Students in respiratory care programs are typically required to complete one or more clinical practicums designed to develop real-world experience in the field. Practicums may focus in specialized areas, including neonatal and pediatrics, emergency and critical care, or diagnostic and therapeutic care. Each rotation generally consists of 200 to 250 hours of clinical experience that takes place at different health care settings.

Overall, most associate of respiratory therapy programs can be completed in a range of 18 to 26 months of study, depending on the institution, degree, and course requirements.

Bachelor of Science in Respiratory Care

Bachelor degree programs in respiratory care are traditionally delivered in two-formats: a four-year program, or a degree completion program created specifically for practicing respiratory therapists seeking to finish a bachelor's.

Full bachelor's programs generally require between 120 and 128 semester credit hours to complete, which are divided into core curriculum, respiratory therapy perquisites, respiratory therapy coursework, and a clinical practicum. Like the associate degree, students participate in a professional phase of study that is dedicated to acquiring between 800 and 1,000 hours of in-hospital training.

Students interested in degree completion opportunities typically must hold an Associate of Science in Respiratory Care from an accredited college and be credentialed as a Registered Respiratory Therapist to be admitted to a program. Total credit hours vary by institution, but degrees may be completed in as little as one to two years of study. The clinical requirement is usually waived because the student is a practicing respiratory therapist.

As a more advanced degree, the bachelor's in respiratory care offers students the opportunity to develop leadership, management and research skills through advanced coursework in areas such as cardiopulmonary sciences, health care information systems, ethics, pharmacology and more. Some programs may also provide instruction in specialized areas including flight medicine, home health care, pediatrics, or clinical education.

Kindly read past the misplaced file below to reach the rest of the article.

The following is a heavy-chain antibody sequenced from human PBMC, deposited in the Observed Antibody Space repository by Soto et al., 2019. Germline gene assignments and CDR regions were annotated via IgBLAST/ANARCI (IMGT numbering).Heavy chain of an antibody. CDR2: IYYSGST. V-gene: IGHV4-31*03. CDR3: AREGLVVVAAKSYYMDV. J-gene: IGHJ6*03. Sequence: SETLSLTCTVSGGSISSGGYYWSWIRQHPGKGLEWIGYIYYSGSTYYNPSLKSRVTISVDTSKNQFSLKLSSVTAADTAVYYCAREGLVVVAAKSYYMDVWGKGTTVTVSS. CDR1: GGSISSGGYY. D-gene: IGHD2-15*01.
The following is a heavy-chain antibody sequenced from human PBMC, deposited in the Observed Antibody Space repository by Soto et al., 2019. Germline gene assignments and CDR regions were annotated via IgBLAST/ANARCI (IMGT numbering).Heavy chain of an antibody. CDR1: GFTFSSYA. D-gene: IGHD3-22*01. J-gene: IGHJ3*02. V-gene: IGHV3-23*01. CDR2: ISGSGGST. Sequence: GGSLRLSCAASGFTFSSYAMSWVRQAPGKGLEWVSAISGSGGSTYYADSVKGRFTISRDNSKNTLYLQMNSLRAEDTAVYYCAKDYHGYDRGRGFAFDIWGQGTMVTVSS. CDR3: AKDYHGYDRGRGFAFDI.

Master of Science in Respiratory Therapy

The graduate degree in respiratory therapy is designed to accelerate the mobility of respiratory therapists into leadership positions as clinical instructors, clinical team leaders, specialized therapists and more. Master's programs introduce students to advanced research concepts and teach them how to apply evidence-based concepts to clinical practice.

Students enrolled in these programs generally concentrate their studies in one of three areas:

  • Management and leadership
  • Respiratory care education
  • A diagnostic area of patient care (such as pediatrics).

Curriculum varies by college, but example courses may cover topics such as establishing clinical practice guidelines, research design, advanced cardiopulmonary physiology and more.

Online degrees in respiratory care

Respiratory therapy degrees are available in a variety of delivery formats including traditional on-campus settings, online, and hybrid (including both online and in-person instruction). Depending on the college or university, online degrees may be completed entirely online through both asynchronous learning (requiring scheduled participation in class meetings through online technologies) and synchronous learning (no scheduled class meetings, but self-paced according to a class syllabus). For example, the University of Cincinnati offers a fully online Bachelor of Science in Respiratory Therapy that includes a 20-hour clinical observation.